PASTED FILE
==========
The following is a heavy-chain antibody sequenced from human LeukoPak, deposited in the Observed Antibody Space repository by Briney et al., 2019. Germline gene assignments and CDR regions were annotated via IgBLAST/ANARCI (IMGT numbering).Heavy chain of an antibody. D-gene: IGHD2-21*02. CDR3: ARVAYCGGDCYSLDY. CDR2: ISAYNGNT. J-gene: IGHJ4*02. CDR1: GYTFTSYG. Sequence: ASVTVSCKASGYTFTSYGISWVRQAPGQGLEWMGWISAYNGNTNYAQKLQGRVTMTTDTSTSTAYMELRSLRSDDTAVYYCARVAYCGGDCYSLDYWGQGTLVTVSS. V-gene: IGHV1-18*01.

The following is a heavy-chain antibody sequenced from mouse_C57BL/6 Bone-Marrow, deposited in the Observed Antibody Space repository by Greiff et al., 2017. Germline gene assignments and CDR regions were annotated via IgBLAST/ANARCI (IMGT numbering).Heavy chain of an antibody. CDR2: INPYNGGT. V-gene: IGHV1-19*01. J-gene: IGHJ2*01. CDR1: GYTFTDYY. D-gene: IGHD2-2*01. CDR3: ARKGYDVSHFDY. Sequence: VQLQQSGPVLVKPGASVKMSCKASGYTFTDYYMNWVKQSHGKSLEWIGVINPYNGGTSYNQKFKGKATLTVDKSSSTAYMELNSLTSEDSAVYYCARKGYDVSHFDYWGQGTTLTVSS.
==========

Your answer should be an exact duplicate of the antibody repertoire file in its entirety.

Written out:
The following is a heavy-chain antibody sequenced from human LeukoPak, deposited in the Observed Antibody Space repository by Briney et al., 2019. Germline gene assignments and CDR regions were annotated via IgBLAST/ANARCI (IMGT numbering).Heavy chain of an antibody. D-gene: IGHD2-21*02. CDR3: ARVAYCGGDCYSLDY. CDR2: ISAYNGNT. J-gene: IGHJ4*02. CDR1: GYTFTSYG. Sequence: ASVTVSCKASGYTFTSYGISWVRQAPGQGLEWMGWISAYNGNTNYAQKLQGRVTMTTDTSTSTAYMELRSLRSDDTAVYYCARVAYCGGDCYSLDYWGQGTLVTVSS. V-gene: IGHV1-18*01.

The following is a heavy-chain antibody sequenced from mouse_C57BL/6 Bone-Marrow, deposited in the Observed Antibody Space repository by Greiff et al., 2017. Germline gene assignments and CDR regions were annotated via IgBLAST/ANARCI (IMGT numbering).Heavy chain of an antibody. CDR2: INPYNGGT. V-gene: IGHV1-19*01. J-gene: IGHJ2*01. CDR1: GYTFTDYY. D-gene: IGHD2-2*01. CDR3: ARKGYDVSHFDY. Sequence: VQLQQSGPVLVKPGASVKMSCKASGYTFTDYYMNWVKQSHGKSLEWIGVINPYNGGTSYNQKFKGKATLTVDKSSSTAYMELNSLTSEDSAVYYCARKGYDVSHFDYWGQGTTLTVSS.